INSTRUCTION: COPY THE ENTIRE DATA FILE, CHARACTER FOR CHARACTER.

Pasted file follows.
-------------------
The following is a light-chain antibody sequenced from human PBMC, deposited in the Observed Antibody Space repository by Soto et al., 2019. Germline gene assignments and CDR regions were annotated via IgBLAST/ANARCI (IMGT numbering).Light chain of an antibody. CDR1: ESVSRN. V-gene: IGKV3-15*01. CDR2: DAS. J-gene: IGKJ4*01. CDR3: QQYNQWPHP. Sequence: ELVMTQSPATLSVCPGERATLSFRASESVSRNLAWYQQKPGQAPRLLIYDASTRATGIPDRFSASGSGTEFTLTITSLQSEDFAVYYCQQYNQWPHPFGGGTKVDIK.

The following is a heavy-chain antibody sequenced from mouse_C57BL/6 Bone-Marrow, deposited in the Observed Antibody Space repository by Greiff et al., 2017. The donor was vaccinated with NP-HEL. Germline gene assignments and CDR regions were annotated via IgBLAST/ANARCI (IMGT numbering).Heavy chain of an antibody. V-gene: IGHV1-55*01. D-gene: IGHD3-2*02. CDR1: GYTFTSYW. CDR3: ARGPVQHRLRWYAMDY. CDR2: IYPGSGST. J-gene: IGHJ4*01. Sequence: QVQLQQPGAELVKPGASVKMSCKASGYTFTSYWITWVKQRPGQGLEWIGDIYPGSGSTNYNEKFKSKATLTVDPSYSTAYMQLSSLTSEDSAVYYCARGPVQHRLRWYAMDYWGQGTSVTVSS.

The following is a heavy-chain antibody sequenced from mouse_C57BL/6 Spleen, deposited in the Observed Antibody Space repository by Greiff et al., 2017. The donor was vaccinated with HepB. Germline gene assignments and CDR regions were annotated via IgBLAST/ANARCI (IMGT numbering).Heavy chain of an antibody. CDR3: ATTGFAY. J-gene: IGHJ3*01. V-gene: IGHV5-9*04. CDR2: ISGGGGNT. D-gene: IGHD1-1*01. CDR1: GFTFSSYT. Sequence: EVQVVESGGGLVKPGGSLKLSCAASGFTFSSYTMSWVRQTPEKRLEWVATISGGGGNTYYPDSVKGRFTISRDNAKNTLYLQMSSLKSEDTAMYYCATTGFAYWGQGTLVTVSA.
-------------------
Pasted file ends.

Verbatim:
The following is a light-chain antibody sequenced from human PBMC, deposited in the Observed Antibody Space repository by Soto et al., 2019. Germline gene assignments and CDR regions were annotated via IgBLAST/ANARCI (IMGT numbering).Light chain of an antibody. CDR1: ESVSRN. V-gene: IGKV3-15*01. CDR2: DAS. J-gene: IGKJ4*01. CDR3: QQYNQWPHP. Sequence: ELVMTQSPATLSVCPGERATLSFRASESVSRNLAWYQQKPGQAPRLLIYDASTRATGIPDRFSASGSGTEFTLTITSLQSEDFAVYYCQQYNQWPHPFGGGTKVDIK.

The following is a heavy-chain antibody sequenced from mouse_C57BL/6 Bone-Marrow, deposited in the Observed Antibody Space repository by Greiff et al., 2017. The donor was vaccinated with NP-HEL. Germline gene assignments and CDR regions were annotated via IgBLAST/ANARCI (IMGT numbering).Heavy chain of an antibody. V-gene: IGHV1-55*01. D-gene: IGHD3-2*02. CDR1: GYTFTSYW. CDR3: ARGPVQHRLRWYAMDY. CDR2: IYPGSGST. J-gene: IGHJ4*01. Sequence: QVQLQQPGAELVKPGASVKMSCKASGYTFTSYWITWVKQRPGQGLEWIGDIYPGSGSTNYNEKFKSKATLTVDPSYSTAYMQLSSLTSEDSAVYYCARGPVQHRLRWYAMDYWGQGTSVTVSS.

The following is a heavy-chain antibody sequenced from mouse_C57BL/6 Spleen, deposited in the Observed Antibody Space repository by Greiff et al., 2017. The donor was vaccinated with HepB. Germline gene assignments and CDR regions were annotated via IgBLAST/ANARCI (IMGT numbering).Heavy chain of an antibody. CDR3: ATTGFAY. J-gene: IGHJ3*01. V-gene: IGHV5-9*04. CDR2: ISGGGGNT. D-gene: IGHD1-1*01. CDR1: GFTFSSYT. Sequence: EVQVVESGGGLVKPGGSLKLSCAASGFTFSSYTMSWVRQTPEKRLEWVATISGGGGNTYYPDSVKGRFTISRDNAKNTLYLQMSSLKSEDTAMYYCATTGFAYWGQGTLVTVSA.